Secretary of State Colin Powell has always believed in alliances and quiet diplomacy -- except when it comes to dealing with his colleagues in the Bush administration.
As I was completing this essay, I experienced one of those random moments that make my supposed profession worthwhile. I had been invited for a Foggy Bottom chat with Amb. Richard Boucher, the State Department's chief spokesman. He took me deftly over and around the various hurdles involved in any Colin Powell retrospect, and demonstrated the diplomatic adroitness that has endeared him to so many correspondents, and seemed almost to smooth away much of the jaggedness. And then we got to Darfur.
As I was completing this essay, I experienced one of those random moments that make my supposed profession worthwhile. I had been invited for a Foggy Bottom chat with Amb. Richard Boucher, the State Department’s chief spokesman. He took me deftly over and around the various hurdles involved in any Colin Powell retrospect, and demonstrated the diplomatic adroitness that has endeared him to so many correspondents, and seemed almost to smooth away much of the jaggedness. And then we got to Darfur.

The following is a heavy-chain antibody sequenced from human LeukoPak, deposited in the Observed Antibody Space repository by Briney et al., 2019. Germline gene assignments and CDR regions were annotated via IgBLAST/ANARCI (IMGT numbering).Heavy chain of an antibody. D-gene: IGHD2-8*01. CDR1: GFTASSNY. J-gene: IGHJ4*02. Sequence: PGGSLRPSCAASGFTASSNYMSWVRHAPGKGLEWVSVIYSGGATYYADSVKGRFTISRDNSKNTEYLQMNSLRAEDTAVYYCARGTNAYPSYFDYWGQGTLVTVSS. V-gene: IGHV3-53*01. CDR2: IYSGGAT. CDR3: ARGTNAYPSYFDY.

Boucher began a practiced response, speaking about "process" and bargaining and about pipelines of food and medicine and all of that, especially stressing the horrible fate of those herders and villagers who had been "caught in the middle." I like to think that he saw the question forming on my lips, but, before I could get any further, he suddenly underwent a complete change of expression. "Actually," he said, as if half-talking to himself, "they aren’t ‘caught in the middle.’ There is no middle. No middle to be caught in. The word ‘middle’ doesn’t apply." After a short pause I asked if that had been, or could now be, for the record. He said "yeah."